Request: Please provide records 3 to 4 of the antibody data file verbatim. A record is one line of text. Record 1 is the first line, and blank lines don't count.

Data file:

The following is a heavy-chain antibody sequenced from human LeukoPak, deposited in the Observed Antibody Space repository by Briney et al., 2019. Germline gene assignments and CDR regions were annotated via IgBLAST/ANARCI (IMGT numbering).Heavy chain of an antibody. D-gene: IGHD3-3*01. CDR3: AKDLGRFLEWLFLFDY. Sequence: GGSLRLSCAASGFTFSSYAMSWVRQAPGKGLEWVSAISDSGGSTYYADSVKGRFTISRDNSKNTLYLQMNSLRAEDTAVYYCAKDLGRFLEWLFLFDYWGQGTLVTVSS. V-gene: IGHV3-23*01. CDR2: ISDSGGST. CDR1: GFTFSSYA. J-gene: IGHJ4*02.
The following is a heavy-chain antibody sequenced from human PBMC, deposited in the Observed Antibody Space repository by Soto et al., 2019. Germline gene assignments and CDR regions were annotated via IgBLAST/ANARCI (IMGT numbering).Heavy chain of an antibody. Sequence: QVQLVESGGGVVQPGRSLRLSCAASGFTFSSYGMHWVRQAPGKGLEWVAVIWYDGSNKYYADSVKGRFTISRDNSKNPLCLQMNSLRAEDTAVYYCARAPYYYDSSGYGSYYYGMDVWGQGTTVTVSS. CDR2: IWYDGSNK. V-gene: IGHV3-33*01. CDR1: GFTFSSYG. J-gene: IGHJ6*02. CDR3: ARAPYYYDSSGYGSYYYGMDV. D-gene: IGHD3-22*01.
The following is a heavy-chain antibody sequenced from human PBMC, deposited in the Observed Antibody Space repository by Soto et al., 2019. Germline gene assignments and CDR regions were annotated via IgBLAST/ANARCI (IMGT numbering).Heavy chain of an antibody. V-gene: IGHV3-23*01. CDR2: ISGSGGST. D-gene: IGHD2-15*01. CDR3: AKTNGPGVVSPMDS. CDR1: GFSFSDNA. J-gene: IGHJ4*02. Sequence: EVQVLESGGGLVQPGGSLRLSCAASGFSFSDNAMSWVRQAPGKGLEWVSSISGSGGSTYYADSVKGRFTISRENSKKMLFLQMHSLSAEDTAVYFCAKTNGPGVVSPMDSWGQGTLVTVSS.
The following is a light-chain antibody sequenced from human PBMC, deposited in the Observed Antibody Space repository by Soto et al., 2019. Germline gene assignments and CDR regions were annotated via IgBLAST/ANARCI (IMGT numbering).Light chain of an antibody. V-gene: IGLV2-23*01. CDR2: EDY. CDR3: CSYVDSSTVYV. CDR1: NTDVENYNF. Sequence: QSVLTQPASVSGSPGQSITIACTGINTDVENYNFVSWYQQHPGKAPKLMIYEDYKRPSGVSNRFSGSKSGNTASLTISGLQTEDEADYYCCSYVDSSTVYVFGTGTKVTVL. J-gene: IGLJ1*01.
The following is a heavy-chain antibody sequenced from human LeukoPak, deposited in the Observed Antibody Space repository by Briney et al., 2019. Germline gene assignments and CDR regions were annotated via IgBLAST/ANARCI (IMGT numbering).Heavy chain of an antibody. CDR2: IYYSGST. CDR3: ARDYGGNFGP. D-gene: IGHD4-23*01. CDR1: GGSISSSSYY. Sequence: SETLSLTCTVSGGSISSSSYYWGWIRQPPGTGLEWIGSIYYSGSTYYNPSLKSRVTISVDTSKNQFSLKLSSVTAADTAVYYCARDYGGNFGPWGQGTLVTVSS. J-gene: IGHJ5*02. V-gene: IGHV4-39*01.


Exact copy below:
The following is a heavy-chain antibody sequenced from human PBMC, deposited in the Observed Antibody Space repository by Soto et al., 2019. Germline gene assignments and CDR regions were annotated via IgBLAST/ANARCI (IMGT numbering).Heavy chain of an antibody. V-gene: IGHV3-23*01. CDR2: ISGSGGST. D-gene: IGHD2-15*01. CDR3: AKTNGPGVVSPMDS. CDR1: GFSFSDNA. J-gene: IGHJ4*02. Sequence: EVQVLESGGGLVQPGGSLRLSCAASGFSFSDNAMSWVRQAPGKGLEWVSSISGSGGSTYYADSVKGRFTISRENSKKMLFLQMHSLSAEDTAVYFCAKTNGPGVVSPMDSWGQGTLVTVSS.
The following is a light-chain antibody sequenced from human PBMC, deposited in the Observed Antibody Space repository by Soto et al., 2019. Germline gene assignments and CDR regions were annotated via IgBLAST/ANARCI (IMGT numbering).Light chain of an antibody. V-gene: IGLV2-23*01. CDR2: EDY. CDR3: CSYVDSSTVYV. CDR1: NTDVENYNF. Sequence: QSVLTQPASVSGSPGQSITIACTGINTDVENYNFVSWYQQHPGKAPKLMIYEDYKRPSGVSNRFSGSKSGNTASLTISGLQTEDEADYYCCSYVDSSTVYVFGTGTKVTVL. J-gene: IGLJ1*01.